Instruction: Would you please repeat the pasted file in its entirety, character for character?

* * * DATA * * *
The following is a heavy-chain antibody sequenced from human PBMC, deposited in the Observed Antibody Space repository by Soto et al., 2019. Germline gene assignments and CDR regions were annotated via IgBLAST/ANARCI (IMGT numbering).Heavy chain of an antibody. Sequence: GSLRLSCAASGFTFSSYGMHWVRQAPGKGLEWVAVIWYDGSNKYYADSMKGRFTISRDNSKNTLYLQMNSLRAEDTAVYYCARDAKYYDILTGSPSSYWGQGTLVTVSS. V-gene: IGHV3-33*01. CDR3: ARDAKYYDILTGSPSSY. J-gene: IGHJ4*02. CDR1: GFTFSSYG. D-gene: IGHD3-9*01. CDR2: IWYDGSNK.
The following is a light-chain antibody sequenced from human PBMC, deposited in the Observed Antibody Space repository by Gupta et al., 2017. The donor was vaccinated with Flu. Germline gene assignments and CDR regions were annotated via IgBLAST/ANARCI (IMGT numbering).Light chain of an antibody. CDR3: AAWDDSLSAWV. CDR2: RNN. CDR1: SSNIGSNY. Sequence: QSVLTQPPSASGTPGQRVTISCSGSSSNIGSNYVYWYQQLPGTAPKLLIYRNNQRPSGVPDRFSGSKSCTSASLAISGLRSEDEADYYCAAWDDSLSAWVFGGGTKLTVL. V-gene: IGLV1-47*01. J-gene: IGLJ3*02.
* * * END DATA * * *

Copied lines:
The following is a heavy-chain antibody sequenced from human PBMC, deposited in the Observed Antibody Space repository by Soto et al., 2019. Germline gene assignments and CDR regions were annotated via IgBLAST/ANARCI (IMGT numbering).Heavy chain of an antibody. Sequence: GSLRLSCAASGFTFSSYGMHWVRQAPGKGLEWVAVIWYDGSNKYYADSMKGRFTISRDNSKNTLYLQMNSLRAEDTAVYYCARDAKYYDILTGSPSSYWGQGTLVTVSS. V-gene: IGHV3-33*01. CDR3: ARDAKYYDILTGSPSSY. J-gene: IGHJ4*02. CDR1: GFTFSSYG. D-gene: IGHD3-9*01. CDR2: IWYDGSNK.
The following is a light-chain antibody sequenced from human PBMC, deposited in the Observed Antibody Space repository by Gupta et al., 2017. The donor was vaccinated with Flu. Germline gene assignments and CDR regions were annotated via IgBLAST/ANARCI (IMGT numbering).Light chain of an antibody. CDR3: AAWDDSLSAWV. CDR2: RNN. CDR1: SSNIGSNY. Sequence: QSVLTQPPSASGTPGQRVTISCSGSSSNIGSNYVYWYQQLPGTAPKLLIYRNNQRPSGVPDRFSGSKSCTSASLAISGLRSEDEADYYCAAWDDSLSAWVFGGGTKLTVL. V-gene: IGLV1-47*01. J-gene: IGLJ3*02.